Marine cyanobacteria have been considered a rich source of secondary metabolites with potential biotechnological applications, namely in the pharmacological field. Chemically diverse compounds were found to induce cytoxicity, anti-inflammatory and antibacterial activities. The potential of marine cyanobacteria as anticancer agents has however been the most explored and, besides cytotoxicity in tumor cell lines, several compounds have emerged as templates for the development of new anticancer drugs. The mechanisms implicated in the cytotoxicity of marine cyanobacteria compounds in tumor cell lines are still largely overlooked but several studies point to an implication in apoptosis. This association has been related to several apoptotic indicators such as cell cycle arrest, mitochondrial dysfunctions and oxidative damage, alterations in caspase cascade, alterations in specific proteins levels and alterations in the membrane sodium dynamics. In the present paper a compilation of the described marine cyanobacterial compounds with potential anticancer properties is presented and a review on the implication of apoptosis as the mechanism of cell death is discussed. Full article
(This article belongs to the Special Issue Bioactive Compounds from Marine Microorganisms)
Open AccessReview Current Status on Marine Products with Reversal Effect on Cancer Multidrug Resistance
Mar. Drugs 2012, 10(10), 2312-2321; doi:10.3390/md10102312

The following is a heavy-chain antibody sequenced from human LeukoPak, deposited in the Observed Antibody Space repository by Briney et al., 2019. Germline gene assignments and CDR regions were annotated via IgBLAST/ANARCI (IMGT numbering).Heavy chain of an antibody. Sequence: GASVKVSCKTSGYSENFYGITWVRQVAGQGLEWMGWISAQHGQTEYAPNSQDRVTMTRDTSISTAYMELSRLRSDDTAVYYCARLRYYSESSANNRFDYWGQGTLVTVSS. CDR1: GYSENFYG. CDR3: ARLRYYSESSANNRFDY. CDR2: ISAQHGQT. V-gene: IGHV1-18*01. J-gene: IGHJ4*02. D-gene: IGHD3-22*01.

Received: 28 August 2012 / Revised: 13 September 2012 / Accepted: 29 September 2012 / Published: 19 October 2012
Cited by 27 | PDF Full-text (334 KB) | HTML Full-text | XML Full-text
Abstract
The resistance of tumor cells to a broad range of anticancer agents continues to be a problem for the success of cancer chemotherapy. Multidrug resistance (MDR) is due in part to three drug transporter proteins: ABCB1/P-glycoprotein (P-gp), ABCC1/multidrug resistance protein 1 (MRP1) [...] Read more.
The resistance of tumor cells to a broad range of anticancer agents continues to be a problem for the success of cancer chemotherapy. Multidrug resistance (MDR) is due in part to three drug transporter proteins: ABCB1/P-glycoprotein (P-gp), ABCC1/multidrug resistance protein 1 (MRP1) and ABCG2/breast cancer resistance protein (BCRP). These transporters are part of the ATP-binding cassette (ABC) superfamily, whose members function as ATP-dependent drug-efflux pumps. Their activity can be blocked by various drugs such as verapamil (calcium channel blocker) and cyclosporin A (immunosuppressive agent), etc. These compounds are called MDR modulators or reversals. This review highlights several marine natural products with reversal effect on multidrug resistance in cancer, including agosterol A, ecteinascidin 743, sipholane triterpenoids, bryostatin 1, and welwitindolinones. Full article